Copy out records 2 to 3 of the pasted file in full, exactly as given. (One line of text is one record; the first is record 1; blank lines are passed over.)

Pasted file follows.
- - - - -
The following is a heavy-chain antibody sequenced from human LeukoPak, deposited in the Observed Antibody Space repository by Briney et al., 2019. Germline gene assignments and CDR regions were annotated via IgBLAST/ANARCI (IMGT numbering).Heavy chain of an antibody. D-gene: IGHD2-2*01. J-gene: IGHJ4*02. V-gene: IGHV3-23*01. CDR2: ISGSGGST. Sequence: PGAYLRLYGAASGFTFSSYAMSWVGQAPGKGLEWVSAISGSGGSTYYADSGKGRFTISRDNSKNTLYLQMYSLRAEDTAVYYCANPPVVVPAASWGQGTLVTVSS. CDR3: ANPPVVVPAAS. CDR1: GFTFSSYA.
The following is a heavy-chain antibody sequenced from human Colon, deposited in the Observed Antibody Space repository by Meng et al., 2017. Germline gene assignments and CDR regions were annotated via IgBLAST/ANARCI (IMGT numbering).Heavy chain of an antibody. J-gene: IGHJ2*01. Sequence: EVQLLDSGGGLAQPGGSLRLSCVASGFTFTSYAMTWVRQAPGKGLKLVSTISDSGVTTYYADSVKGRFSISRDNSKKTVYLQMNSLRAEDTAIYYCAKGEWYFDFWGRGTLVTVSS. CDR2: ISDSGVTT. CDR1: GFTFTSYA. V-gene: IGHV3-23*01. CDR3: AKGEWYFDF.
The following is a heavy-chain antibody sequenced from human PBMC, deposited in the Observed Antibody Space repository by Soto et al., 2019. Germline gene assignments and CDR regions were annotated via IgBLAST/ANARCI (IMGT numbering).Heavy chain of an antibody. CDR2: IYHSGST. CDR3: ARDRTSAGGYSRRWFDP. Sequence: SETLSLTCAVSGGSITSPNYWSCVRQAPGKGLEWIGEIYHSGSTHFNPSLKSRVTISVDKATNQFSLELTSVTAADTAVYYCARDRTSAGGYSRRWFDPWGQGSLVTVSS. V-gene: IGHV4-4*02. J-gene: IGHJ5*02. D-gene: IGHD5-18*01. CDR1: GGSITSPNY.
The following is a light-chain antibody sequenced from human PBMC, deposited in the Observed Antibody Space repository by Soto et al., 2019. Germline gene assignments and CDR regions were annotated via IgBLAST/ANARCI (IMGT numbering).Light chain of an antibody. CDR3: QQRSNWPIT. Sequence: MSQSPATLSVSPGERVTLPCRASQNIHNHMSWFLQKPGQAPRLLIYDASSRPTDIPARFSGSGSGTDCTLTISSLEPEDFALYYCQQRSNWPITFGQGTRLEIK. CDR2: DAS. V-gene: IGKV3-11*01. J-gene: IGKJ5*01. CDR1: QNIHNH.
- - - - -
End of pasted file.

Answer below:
The following is a heavy-chain antibody sequenced from human Colon, deposited in the Observed Antibody Space repository by Meng et al., 2017. Germline gene assignments and CDR regions were annotated via IgBLAST/ANARCI (IMGT numbering).Heavy chain of an antibody. J-gene: IGHJ2*01. Sequence: EVQLLDSGGGLAQPGGSLRLSCVASGFTFTSYAMTWVRQAPGKGLKLVSTISDSGVTTYYADSVKGRFSISRDNSKKTVYLQMNSLRAEDTAIYYCAKGEWYFDFWGRGTLVTVSS. CDR2: ISDSGVTT. CDR1: GFTFTSYA. V-gene: IGHV3-23*01. CDR3: AKGEWYFDF.
The following is a heavy-chain antibody sequenced from human PBMC, deposited in the Observed Antibody Space repository by Soto et al., 2019. Germline gene assignments and CDR regions were annotated via IgBLAST/ANARCI (IMGT numbering).Heavy chain of an antibody. CDR2: IYHSGST. CDR3: ARDRTSAGGYSRRWFDP. Sequence: SETLSLTCAVSGGSITSPNYWSCVRQAPGKGLEWIGEIYHSGSTHFNPSLKSRVTISVDKATNQFSLELTSVTAADTAVYYCARDRTSAGGYSRRWFDPWGQGSLVTVSS. V-gene: IGHV4-4*02. J-gene: IGHJ5*02. D-gene: IGHD5-18*01. CDR1: GGSITSPNY.